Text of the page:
States with higher levels of social capital have higher levels of peace and less violence as well, according to the report.

The report found close associations between peace and several key indicators of community health, including, not surprisingly, life expectancy. But levels of peace are significantly lower in states where greater percentages of people lack health insurance. And, the report finds especially strong correlations between the lack of peace at the state level and higher levels of teen pregnancy and infant mortality.

Our own analysis suggests that religion plays a role as well. We find a considerable negative correlation between the State Peace Index and the share of state residents that are "very religious" (according to Gallup surveys). Counter-intuitively perhaps, the more religious a state is, the less peaceful it is.

We also found modest associations between peace at the state level and political orientation, with levels of peace being higher in states that voted for President Barack Obama and lower in states that voted for Senator John McCain.

If the Peace Index brings some welcome news about diminishing levels of violence, it also confirms that America is divided not just by income, education, and political orientation, but by the incidence of peace and violence.

Below, a full list of the Metro Peace Index by rank:

1. Cambridge-Newton-Framingham, MA 
2. Edison-New Brunswick- NJ
3. Seattle-Bellevue-Everett, WA
4. Minneapolis-St. Paul-Bloomington, MN-WI
5. Peabody, MA
6. Providence-New Bedford-Fall River RI-MA
7. Lake County-Kenosha County, IL-WI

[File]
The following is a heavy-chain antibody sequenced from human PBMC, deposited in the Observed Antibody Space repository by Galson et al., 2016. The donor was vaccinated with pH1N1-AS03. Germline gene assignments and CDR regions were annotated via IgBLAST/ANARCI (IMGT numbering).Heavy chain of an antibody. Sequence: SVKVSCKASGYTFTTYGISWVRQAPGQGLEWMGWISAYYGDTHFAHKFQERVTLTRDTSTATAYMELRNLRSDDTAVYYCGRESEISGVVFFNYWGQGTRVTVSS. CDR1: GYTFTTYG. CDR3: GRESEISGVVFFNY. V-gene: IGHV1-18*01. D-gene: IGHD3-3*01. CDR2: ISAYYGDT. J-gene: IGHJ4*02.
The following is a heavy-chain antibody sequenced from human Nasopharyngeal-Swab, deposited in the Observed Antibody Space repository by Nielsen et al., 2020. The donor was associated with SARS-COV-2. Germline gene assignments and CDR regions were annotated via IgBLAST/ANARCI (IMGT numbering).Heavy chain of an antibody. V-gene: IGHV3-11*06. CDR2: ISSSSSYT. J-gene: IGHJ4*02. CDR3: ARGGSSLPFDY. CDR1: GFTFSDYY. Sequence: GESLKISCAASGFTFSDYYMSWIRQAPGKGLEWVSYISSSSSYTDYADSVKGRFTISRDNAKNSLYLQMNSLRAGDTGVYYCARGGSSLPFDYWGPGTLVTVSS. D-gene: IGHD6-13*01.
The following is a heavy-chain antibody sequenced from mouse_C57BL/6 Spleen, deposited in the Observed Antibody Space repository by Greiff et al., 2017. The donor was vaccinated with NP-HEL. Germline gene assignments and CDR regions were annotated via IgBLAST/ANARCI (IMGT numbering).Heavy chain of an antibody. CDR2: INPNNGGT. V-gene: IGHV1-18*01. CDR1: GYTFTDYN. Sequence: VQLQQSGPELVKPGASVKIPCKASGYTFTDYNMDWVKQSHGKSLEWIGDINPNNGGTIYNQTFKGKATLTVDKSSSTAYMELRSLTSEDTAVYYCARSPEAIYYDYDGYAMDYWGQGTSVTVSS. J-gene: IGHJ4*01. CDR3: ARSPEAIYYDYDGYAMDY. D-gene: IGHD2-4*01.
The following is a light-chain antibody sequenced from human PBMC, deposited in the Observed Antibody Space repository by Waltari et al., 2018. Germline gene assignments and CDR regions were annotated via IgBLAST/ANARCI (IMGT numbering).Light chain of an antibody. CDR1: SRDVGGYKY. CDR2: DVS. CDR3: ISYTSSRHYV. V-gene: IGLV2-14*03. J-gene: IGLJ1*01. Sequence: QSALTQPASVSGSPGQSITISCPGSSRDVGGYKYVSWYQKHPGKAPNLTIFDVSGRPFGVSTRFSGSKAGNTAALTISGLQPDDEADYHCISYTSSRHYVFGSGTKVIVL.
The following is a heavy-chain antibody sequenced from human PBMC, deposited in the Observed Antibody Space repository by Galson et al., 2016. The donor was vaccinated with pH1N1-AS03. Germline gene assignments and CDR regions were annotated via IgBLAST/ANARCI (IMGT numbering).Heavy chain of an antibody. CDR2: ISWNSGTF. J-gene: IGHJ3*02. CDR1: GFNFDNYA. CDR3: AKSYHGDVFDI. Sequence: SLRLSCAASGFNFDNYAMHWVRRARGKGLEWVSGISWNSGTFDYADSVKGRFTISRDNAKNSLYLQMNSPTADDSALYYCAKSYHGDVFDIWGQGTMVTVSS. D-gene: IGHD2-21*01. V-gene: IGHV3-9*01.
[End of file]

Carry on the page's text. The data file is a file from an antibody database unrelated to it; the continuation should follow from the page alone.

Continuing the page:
8. Nassau-Suffolk, NY
9. Salt Lake City, UT
10. Portland-Vancouver-Hillsboro, OR-WA
11. Warren-Troy-Farmington Hills, MI
12. Tacoma, WA
13. Hartford-West Hartford-East Hartford, CT
14. Camden, NJ
15. Raleigh-Cary, NC
16. San Jose-Sunnyvale-Santa Clara, CA
17. Pittsburgh, PA
18. Santa Ana-Anaheim-Irvine, CA 
19. Cincinnati-Middletown, OH-KY-IN
20. Phoenix-Mesa-Glendale, AZ
21. Buffalo-Niagara Falls, NY
22. Richmond, VA 23. Columbus, OH
24. Newark-Union, NJ-PA
25. Bethesda-Frederick-Gaithersburg, MD
26. San Diego-Carlsbad-San Marcos, CA
27. Milwaukee-Waukesha-West Allise, WI
28. Cleveland-Elyria-Mentor, OH
29. Boston-Quincy, MA
30. Virginia Beach-Norfolk-Newport, VA-NC
31. Riverside-San Bernardino-Ontario, CA
32. Fort Lauderdale-Pompano Beach, FL 
33. Birmingham-Hoover, AL
34. Austin-Round Rock-San Marcos, TX
35. Sacramento-Arden Arcade-Roseville, CA 36. Atlanta-Sandy Springs-Marietta, GA
37. St. Louis, MO-IL
38. Tampa-St. Petersburg-Clearwater, FL
39. Fort Worth-Arlington, TX 
40. Washington-Arlington-Alexandria, DC-VA-MD-WV
41  Dallas-Plano-Irving, TX 2.45 1.77 
42. Oklahoma City, OK
43. San Francisco-San Mateo-Redwood City, CA
44. New York-White Plains-Wayne, NY-NJ
45. San Antonio-New Braunfels, TX
46. Kansas City, MO-KS
47. Orlando-Kissimmee-Sanford, FL
48. West Palm Beach-Boca Raton-Boynton Beach, FL 
49. Oakland-Fremont-Hayward, CA
50. Nashville-Davidson-Murfreesboro-Franklin, TN
51. Philadelphia, PA
52.  Chicago-Naperville-Joliet, IL
53. Charlotte-Gastonia-Rock Hill, NC-SC
54. Los Angeles-Long Beach-Glendale, CA
55. Jacksonville, FL
56. Las Vegas-Paradise NV
57. Houston–Sugar Land–Baytown, TX
58. Baltimore-Towson, MD
59. Miami-Miami Beach-Kendal, FL
60. New Orleans-Metairie-Kenner, LA
61. Detroit-Livonia-Dearborn, MI

Top image: Reuters/Brian Snyder

About the Author

  • Richard Florida is Co-founder and Editor at Large of CityLab.com and Senior Editor at The Atlantic. He is director of the Martin Prosperity Institute at the University of Toronto and Global Research Professor at NYU. More
    Florida is author of The Rise of the Creative ClassWho's Your City?, and The Great Reset. He's also the founder of the Creative Class Group, and a list of his current clients can be found here